In accordance with the invention, a plurality of integral raised metal portions of a metallic member are formed on a surface of the metallic member, this surface and the surface of a metalized nonmetallic member are juxtapositioned adjacent each other, and then the raised portions of the metallic member surface are bonded to the metalized portion of the nonmetallic member. Preferably, the nonmetallic member is a ceramic material. In the more specific and preferred aspects of the invention, the metallic member is grooved to provide a regular crosshatched waflie-like arrangement of stud-like projections to which the metalized ceramic surface is brazed. Thereby, thermal stresses that may arise in the ceramic member are relieved in several directions, compared with the case where corrugations or ridges are provided in the metallic member in only one direction.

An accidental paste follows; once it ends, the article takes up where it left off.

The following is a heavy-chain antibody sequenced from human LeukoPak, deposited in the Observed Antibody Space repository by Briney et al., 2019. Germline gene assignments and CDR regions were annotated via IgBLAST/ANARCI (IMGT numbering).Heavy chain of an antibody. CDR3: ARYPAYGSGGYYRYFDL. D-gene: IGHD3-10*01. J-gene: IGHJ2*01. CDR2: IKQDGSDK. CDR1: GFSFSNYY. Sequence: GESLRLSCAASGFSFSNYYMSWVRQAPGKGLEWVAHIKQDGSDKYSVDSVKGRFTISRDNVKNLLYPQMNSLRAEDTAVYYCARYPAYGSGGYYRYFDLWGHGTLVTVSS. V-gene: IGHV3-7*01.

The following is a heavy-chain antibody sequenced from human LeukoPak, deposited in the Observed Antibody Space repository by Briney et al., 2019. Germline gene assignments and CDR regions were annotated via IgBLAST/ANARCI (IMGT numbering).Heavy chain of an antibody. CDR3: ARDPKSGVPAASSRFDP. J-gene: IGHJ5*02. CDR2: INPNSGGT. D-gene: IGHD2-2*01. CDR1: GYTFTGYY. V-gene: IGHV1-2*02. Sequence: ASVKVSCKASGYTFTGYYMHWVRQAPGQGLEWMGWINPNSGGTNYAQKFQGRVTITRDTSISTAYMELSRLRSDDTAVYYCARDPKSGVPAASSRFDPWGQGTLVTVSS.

Advantageously, the present invention results in thermally stable metal-to-ceramic bonds even Where the materials differ widely in their coefiicients of thermal expansion. By way of suggested explanation, apparently residual stresses that occur are relieved in the transitional area between the ends of the raised portions and the main body of the metal being bonded to the metalized ceramic member rather than being transferred to the ceramic member and fracturing it.
Other features and advantages of this invention will become apparent upon reference to the following examples in conjunction with the accompanying drawings in which:
FIGURE 1 is an elevational view, partly in section, showing a thermoelectric device utilizing the bonded assembly of metallic and ceramic members of the present invention and,
FIGURE 2 is a top plan view taken along the lines 22 of FIG. 1 of a surface of the metallic member prepared in accordance with a preferred aspect of this invention.